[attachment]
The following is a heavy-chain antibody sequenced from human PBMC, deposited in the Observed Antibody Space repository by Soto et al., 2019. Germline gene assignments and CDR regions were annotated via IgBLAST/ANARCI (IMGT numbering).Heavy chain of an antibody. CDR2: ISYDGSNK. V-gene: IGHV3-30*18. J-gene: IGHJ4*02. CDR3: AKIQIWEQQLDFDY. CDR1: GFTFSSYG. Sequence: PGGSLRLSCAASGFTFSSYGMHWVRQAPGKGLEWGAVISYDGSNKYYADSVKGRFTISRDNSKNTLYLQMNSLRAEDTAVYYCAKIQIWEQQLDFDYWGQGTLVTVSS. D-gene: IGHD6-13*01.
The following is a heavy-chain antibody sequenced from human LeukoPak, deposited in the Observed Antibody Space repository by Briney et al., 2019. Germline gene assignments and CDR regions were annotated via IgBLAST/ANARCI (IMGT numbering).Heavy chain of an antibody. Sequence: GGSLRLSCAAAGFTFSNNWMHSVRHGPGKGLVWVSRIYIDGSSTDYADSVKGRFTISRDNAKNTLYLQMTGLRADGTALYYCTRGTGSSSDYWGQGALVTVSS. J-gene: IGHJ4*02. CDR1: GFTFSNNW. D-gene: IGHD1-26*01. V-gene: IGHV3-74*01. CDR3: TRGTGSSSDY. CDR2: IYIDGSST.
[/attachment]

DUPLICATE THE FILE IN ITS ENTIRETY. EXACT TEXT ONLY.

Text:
The following is a heavy-chain antibody sequenced from human PBMC, deposited in the Observed Antibody Space repository by Soto et al., 2019. Germline gene assignments and CDR regions were annotated via IgBLAST/ANARCI (IMGT numbering).Heavy chain of an antibody. CDR2: ISYDGSNK. V-gene: IGHV3-30*18. J-gene: IGHJ4*02. CDR3: AKIQIWEQQLDFDY. CDR1: GFTFSSYG. Sequence: PGGSLRLSCAASGFTFSSYGMHWVRQAPGKGLEWGAVISYDGSNKYYADSVKGRFTISRDNSKNTLYLQMNSLRAEDTAVYYCAKIQIWEQQLDFDYWGQGTLVTVSS. D-gene: IGHD6-13*01.
The following is a heavy-chain antibody sequenced from human LeukoPak, deposited in the Observed Antibody Space repository by Briney et al., 2019. Germline gene assignments and CDR regions were annotated via IgBLAST/ANARCI (IMGT numbering).Heavy chain of an antibody. Sequence: GGSLRLSCAAAGFTFSNNWMHSVRHGPGKGLVWVSRIYIDGSSTDYADSVKGRFTISRDNAKNTLYLQMTGLRADGTALYYCTRGTGSSSDYWGQGALVTVSS. J-gene: IGHJ4*02. CDR1: GFTFSNNW. D-gene: IGHD1-26*01. V-gene: IGHV3-74*01. CDR3: TRGTGSSSDY. CDR2: IYIDGSST.